Seat Projections: Nanos polls, September 6 and September 8, 2015

Within the last couple of days, Nanos has come out with two polls – both showing significant trends. In the September 6 poll, for the first time, the NDP has been projected to lead by a significant margin. In the September 8 poll, the Liberals have led in a poll for the first time in months.

Last time around, despite being third in the popular vote, the Conservatives had a plurality with 120 seats. The NDP and Liberals followed with 107 and 97, respectively, also showing a three-way race, like Ipsos Reid. the Greens and Bloc were projected to have 7 seats each.

Here is the September 6 poll projection using my model*:
British Columbia: 38.7% New Democratic (24 seats), 28.2% Liberal (8 seats), 20.3% Conservative (7 seats), 12.8% Green (3 seats)
Prairies: 42.5% Conservative (42 seats), 28.3% New Democratic (12 seats), 22% Liberal (7 seats), 5.4% Green (1 seat)
Ontario: 38.2% Liberal (60 seats), 32.1% Conservative (39 seats), 24.8% New Democratic (20 seats), 4.9% Green (2 seats)
Quebec: 45.5% New Democratic (62 seats), 22.2% Liberal (9 seats), 15.5% Bloc Quebecois (4 seats), 11.9% Conservative (3 seats), 4.6% Green (0 seats)
Atlantic Canada: 49.5% Liberal (24 seats), 26.3% New Democratic (4 seats), 19.6% Conservative (4 seats), 3.9% Green (0 seats)
Total: 32.7% New Democratic (123 seats), 30.8% Liberal (108 seats), 26.2% Conservative (97 seats), 6% Green (6 seats), 3.7% Bloc Quebecois (4 seats)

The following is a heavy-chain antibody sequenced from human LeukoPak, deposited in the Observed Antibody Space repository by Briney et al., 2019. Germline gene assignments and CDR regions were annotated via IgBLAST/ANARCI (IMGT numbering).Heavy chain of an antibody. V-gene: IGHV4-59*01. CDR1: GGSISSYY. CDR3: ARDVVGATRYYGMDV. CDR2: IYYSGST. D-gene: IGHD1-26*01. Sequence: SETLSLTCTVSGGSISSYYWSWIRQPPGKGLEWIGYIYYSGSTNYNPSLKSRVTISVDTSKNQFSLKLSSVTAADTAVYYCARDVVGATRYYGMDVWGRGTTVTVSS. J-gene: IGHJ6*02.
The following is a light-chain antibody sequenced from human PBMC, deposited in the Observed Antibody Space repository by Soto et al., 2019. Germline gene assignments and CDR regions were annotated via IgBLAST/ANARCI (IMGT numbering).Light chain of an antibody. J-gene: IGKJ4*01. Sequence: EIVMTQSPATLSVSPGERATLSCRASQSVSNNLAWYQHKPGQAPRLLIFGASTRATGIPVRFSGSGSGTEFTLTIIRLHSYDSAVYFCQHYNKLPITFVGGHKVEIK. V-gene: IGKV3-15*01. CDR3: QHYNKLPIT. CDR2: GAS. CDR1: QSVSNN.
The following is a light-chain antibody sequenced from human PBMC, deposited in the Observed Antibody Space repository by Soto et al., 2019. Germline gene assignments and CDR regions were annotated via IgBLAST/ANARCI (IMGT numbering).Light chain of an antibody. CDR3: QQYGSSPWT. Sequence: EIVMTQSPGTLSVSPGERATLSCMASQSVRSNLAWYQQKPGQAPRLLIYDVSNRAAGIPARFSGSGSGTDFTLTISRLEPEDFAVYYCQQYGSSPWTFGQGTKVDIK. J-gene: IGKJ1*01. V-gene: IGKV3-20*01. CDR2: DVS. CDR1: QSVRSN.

Here is the September 8 poll projection using my model*:
British Columbia: 36.2% New Democratic (19 seats), 32.6% Liberal (14 seats), 17.5% Conservative (6 seats), 13.7% Green (3 seats)
Prairies: 40.4% Conservative (37 seats), 28.4% New Democratic (14 seats), 23.4% Liberal (10 seats), 6.1% Green (1 seat)
Ontario: 43.2% Liberal (68 seats), 33.4% Conservative (40 seats), 17.9% New Democratic (11 seats), 5.5% Green (2 seats)
Quebec: 47.9% New Democratic (63 seats), 20.6% Liberal (8 seats), 14.9% Bloc Quebecois (4 seats), 12.8% Conservative (3 seats), 3.1% Green (0 seats)
Atlantic Canada: 47.2% Liberal (22 seats), 28.1% New Democratic (6 seats), 19.6% Conservative (4 seats), 4.5% Green (0 seats)
Total: 32.5% Liberal (122 seats), 31.2% New Democratic (114 seats), 25.9% Conservative (92 seats), 6.1% Green (6 seats), 3.7% Bloc Quebecois (4 seats)

*Since Northern Canada was not polled, I will keep their seats with the same parties for the sake of simplicity.

So what do the trends in these two polls say about the overall Canadian political climate? The NDP is stagnating, the Conservatives are declining, and the Liberals are reaping the benefits. The Liberals even have a projected plurality.

This is a fundamental shift in the dynamic that this electoral race has had since the beginning. Before, it was a fight between the Conservatives and NDP with the Liberals as kingmaker. Now, it’s a fight between the Liberals and NDP with the Conservatives as kingmaker. With that in mind, the Conservatives represent a less known quantity than the Liberals – the Liberals and NDP have an external pressure to coalesce against the Conservatives, which will not happen if they’re the top two parties. The Conservatives, if they push any party over the top at all, will most likely enter into coalition or give confidence and supply to the party they hate less. It is difficult to tell who they hate more – their old Liberal rivals or the socialist boogeyman NDP. Only time will tell.

Seat Projections: Nanos polls, September 6 and September 8, 2015

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